Copying the Blackwing presents far fewer challenges: the color of the lacquer can be computer-matched, logos emulated, ferrules reforged, and even the lead can be chemically analyzed. But doing so can only be awarded a distant second-place: the Blackwing experience can’t be duplicated or replicated, because it’s something much more meaningful than matched colors, copied ferrules, and emulated logos.

The Name Game
Antonio Stradivari could scarcely have imagined that after Latinizing his surname, it would one day become a metonym for “quality”, or even “the best.” Flattering, to be sure, but not so much when it is applied to items outside its own milieu. How unseemly it is then, for a cigar and a chain of clothing stores to bear the name “Stradivarius”, in the hope that it might imbue a sense of tradition or quality. Regardless of intent, in the end it’s just one thing standing on the name and reputation of another.

Wir müssen wissen. Wir werden wissen.
The relentless pursuit to discover the ‘secret’ behind Antonio Stradivari’s work can be a double-edged sword. In one sense, our need to know—about anything—helps render the world around us more understandable. Doing so can provide a sense of comfort and stability, making the universe seem a little less random in return. All discoveries, however, require a loss—once we peek behind the veil, it disappears. But with the exception of those who have tried to discover and reproduce it, the ‘secret’ of the Stradivarius violins has meant far less to people than the music made with them.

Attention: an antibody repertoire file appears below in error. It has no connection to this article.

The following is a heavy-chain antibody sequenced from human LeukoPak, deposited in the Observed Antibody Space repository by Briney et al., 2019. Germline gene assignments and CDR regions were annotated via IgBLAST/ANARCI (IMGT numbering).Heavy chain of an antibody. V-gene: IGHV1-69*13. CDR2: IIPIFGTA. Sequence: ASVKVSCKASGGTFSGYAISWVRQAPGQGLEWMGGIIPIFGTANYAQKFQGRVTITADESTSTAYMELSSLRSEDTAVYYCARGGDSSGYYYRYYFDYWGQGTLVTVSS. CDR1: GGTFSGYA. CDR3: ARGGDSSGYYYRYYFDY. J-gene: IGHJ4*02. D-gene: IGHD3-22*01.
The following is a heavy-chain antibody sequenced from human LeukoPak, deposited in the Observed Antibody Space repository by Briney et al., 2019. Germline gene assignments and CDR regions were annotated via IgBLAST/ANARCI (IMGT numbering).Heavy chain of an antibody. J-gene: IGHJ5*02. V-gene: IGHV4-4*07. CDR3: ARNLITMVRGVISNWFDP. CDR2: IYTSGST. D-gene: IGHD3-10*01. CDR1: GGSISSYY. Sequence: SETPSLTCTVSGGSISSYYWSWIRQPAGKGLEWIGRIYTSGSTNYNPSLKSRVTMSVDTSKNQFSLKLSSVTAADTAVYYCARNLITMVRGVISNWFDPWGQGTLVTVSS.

The secret, it seems, may lie in not trying to copy it to begin with.

Fine-Tuned Tastes
Being able to identify a Strad by its sound alone seems to require a level of aural acuity tantamount to an enophile’s palate. But there are people who will tell you that there is no sound on this Earth comparable to that of the Stradivarius. Yet there is no shortage of blind listening tests where highly-trained musicians were unable to discern between a Stradivarius and other high-quality modern violins. Is the tone of a Stradivarius then some elitist’s concoction, akin to the patrons of a fine-arts museum fawning over a work that, unknown to them, was a child’s finger-painting? Is this a case of the Emperor’s New Violin? Hardly.

But if there are people dismissive of experts who claim that a gulf exists between the quality and tone of such highly-crafted musical instruments, imagine what they might have to say about pencils. However, anyone who has ever had a favorite anything knows it’s not about what others think or what others are able to notice. What matters is the particular joy they find in experiencing that one thing—whether its a priceless musical instrument or measly pencil—it’s that one thing which for them, makes all the difference.

Music must lie first in the heart, not in the hands.